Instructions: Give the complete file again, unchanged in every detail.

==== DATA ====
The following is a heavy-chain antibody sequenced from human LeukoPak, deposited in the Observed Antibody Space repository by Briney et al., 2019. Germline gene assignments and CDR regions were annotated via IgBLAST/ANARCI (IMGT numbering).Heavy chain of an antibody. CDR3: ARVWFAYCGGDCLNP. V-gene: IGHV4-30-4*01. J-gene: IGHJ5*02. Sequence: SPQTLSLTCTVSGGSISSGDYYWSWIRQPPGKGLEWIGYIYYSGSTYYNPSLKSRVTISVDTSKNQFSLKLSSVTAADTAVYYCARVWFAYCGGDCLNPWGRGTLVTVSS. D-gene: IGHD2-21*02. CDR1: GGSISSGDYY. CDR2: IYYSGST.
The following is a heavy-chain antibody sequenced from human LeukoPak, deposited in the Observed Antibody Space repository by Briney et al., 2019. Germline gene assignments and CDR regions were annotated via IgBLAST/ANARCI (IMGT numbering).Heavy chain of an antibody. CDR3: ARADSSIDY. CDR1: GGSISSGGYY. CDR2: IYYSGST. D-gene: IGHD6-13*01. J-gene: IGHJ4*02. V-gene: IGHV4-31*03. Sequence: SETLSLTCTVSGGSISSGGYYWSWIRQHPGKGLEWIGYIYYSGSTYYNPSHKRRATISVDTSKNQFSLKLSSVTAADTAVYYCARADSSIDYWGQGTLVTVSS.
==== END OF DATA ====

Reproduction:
The following is a heavy-chain antibody sequenced from human LeukoPak, deposited in the Observed Antibody Space repository by Briney et al., 2019. Germline gene assignments and CDR regions were annotated via IgBLAST/ANARCI (IMGT numbering).Heavy chain of an antibody. CDR3: ARVWFAYCGGDCLNP. V-gene: IGHV4-30-4*01. J-gene: IGHJ5*02. Sequence: SPQTLSLTCTVSGGSISSGDYYWSWIRQPPGKGLEWIGYIYYSGSTYYNPSLKSRVTISVDTSKNQFSLKLSSVTAADTAVYYCARVWFAYCGGDCLNPWGRGTLVTVSS. D-gene: IGHD2-21*02. CDR1: GGSISSGDYY. CDR2: IYYSGST.
The following is a heavy-chain antibody sequenced from human LeukoPak, deposited in the Observed Antibody Space repository by Briney et al., 2019. Germline gene assignments and CDR regions were annotated via IgBLAST/ANARCI (IMGT numbering).Heavy chain of an antibody. CDR3: ARADSSIDY. CDR1: GGSISSGGYY. CDR2: IYYSGST. D-gene: IGHD6-13*01. J-gene: IGHJ4*02. V-gene: IGHV4-31*03. Sequence: SETLSLTCTVSGGSISSGGYYWSWIRQHPGKGLEWIGYIYYSGSTYYNPSHKRRATISVDTSKNQFSLKLSSVTAADTAVYYCARADSSIDYWGQGTLVTVSS.